It all seams a little contradictory to me!
I like veravista's suggestion to limit each team to 2 articulated lorries per meeting. That might actually work to some degree (as long as rules ban the new Mercedes 1km 15-unit articulated truck that would inevitably otherwise be developed).

Andrewj100 is broadly correct. The wealthiest teams will always find ways to spend money on slight improvements. The profits from F1 should be being divided up more equitably - nothing else will help the small teams. There's an enormous amount of money in F1 but most of it doesn't even seem to be going to Ferrari, let alone the back-markers.
That's the beauty of my original suggestions, by freezing the aero at the start of the season the car will have to be a compromise to work on all the circuits - basically not a new car for each race as happens now. By only being able to adjust wings, rather than rebuild a complete new front end then there is no advantage in tinkering in a wind tunnel. Similarly, if all you can do is to rebuild an engine to a spec with standard(ish) components (albeit made in-house) then the farcical 'engine freeze' we have at the moment could be avoided. Yes, it means less staff, but that'll cut the base costs rather than capital.
I agree with andrewj. Max places the emphasis on cost-cutting but the true scandal at the heart of F1 is the distribution of television, sponsorship and prize money.

Either the total should be increased (I believe at the moment the split is 50:50 between Bernie and the teams; or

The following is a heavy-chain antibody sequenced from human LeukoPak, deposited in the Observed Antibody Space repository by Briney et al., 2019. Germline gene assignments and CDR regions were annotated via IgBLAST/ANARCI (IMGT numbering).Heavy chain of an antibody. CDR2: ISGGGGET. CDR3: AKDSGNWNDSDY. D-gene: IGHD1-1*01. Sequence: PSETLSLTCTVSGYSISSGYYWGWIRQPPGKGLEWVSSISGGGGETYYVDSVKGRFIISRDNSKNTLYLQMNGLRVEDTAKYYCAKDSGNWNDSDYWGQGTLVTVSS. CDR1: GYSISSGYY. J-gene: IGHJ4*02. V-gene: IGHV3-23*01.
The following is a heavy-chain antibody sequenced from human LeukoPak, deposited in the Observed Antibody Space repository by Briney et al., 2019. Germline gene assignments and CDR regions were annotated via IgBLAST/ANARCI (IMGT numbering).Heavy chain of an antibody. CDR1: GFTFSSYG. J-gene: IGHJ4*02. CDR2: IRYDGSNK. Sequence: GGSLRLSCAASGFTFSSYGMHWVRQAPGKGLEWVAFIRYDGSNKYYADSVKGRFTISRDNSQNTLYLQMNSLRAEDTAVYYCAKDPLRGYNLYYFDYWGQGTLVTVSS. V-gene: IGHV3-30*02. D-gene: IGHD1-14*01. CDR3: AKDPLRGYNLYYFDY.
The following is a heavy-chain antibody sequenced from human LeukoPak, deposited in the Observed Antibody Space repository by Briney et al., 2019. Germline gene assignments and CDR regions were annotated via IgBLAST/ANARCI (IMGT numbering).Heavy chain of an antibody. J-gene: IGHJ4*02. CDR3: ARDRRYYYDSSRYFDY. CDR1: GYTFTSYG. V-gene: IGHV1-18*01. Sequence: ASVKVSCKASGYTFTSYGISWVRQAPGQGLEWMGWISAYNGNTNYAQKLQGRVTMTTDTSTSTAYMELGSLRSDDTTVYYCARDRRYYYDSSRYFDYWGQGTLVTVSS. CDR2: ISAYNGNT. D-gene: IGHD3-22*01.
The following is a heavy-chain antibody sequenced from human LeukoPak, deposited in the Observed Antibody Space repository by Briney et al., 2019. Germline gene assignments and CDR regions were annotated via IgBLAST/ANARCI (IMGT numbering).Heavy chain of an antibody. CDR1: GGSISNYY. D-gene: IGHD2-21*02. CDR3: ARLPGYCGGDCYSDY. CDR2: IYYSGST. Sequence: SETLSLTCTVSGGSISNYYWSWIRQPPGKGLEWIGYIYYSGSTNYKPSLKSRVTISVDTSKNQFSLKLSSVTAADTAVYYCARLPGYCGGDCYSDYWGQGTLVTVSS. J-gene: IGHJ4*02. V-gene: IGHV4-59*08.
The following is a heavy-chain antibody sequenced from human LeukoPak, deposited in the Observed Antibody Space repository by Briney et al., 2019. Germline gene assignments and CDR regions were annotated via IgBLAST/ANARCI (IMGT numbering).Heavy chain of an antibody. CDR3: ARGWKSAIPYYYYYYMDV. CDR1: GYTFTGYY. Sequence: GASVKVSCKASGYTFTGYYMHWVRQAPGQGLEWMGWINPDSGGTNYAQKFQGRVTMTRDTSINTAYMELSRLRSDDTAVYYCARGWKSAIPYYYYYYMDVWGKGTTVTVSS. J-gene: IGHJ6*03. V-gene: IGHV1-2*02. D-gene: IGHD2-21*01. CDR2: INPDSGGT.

The distribution of monies should be equalised - the top teams make more money in sponsorship from winning races and titles, they don't need more prize money on top.

Indeed there might be an argument for restricting the TV money to independent constructors, though of course how you define that is a tricky one...

I'm not in favour of a development freeze, because changing performance over the season is part of the sport's appeal. Imagine how grumpy Fernando would be now if he was still driving the R28 in Melbourne spec!
bombhead said:
How about a cap on the number of team personnel?

It could work to a certain degree if you are talking only about the number of people allowed in the garage/pitlane.

Otherwise: How would it cope with contracting out areas of work? How would you count the Toyota engine team towards Williams's head-count?

I've worked for an organisation that reduced head-count from 50 to 11 by contracting out the other 39 jobs at more than double the cost (to the tax-payer). A ploy that would advantage the wealthier teams again.
veravista - I think the problem your likely to run into if you freeze everything is that the WDC and WCC may well be decided at the first race. Or at least if the teams are not going to change anything if a driver get's 3 wins in a row at the start it's probably not worth watching any more races.

I agree with GM in that it's the technical aspect of F1 that set's it appart from any other sport possibly with the exception of moto gp which has a good rate of developement.

Croydon Bob - yep, I know of a publicly funded organisation that sold all it's IT and then rented it back to avoid a large one year expendature! And the contracting out thing could work, I suspect McLaren and Ferrari could muster up quite a few volanteers to just go and do a days work for nothing!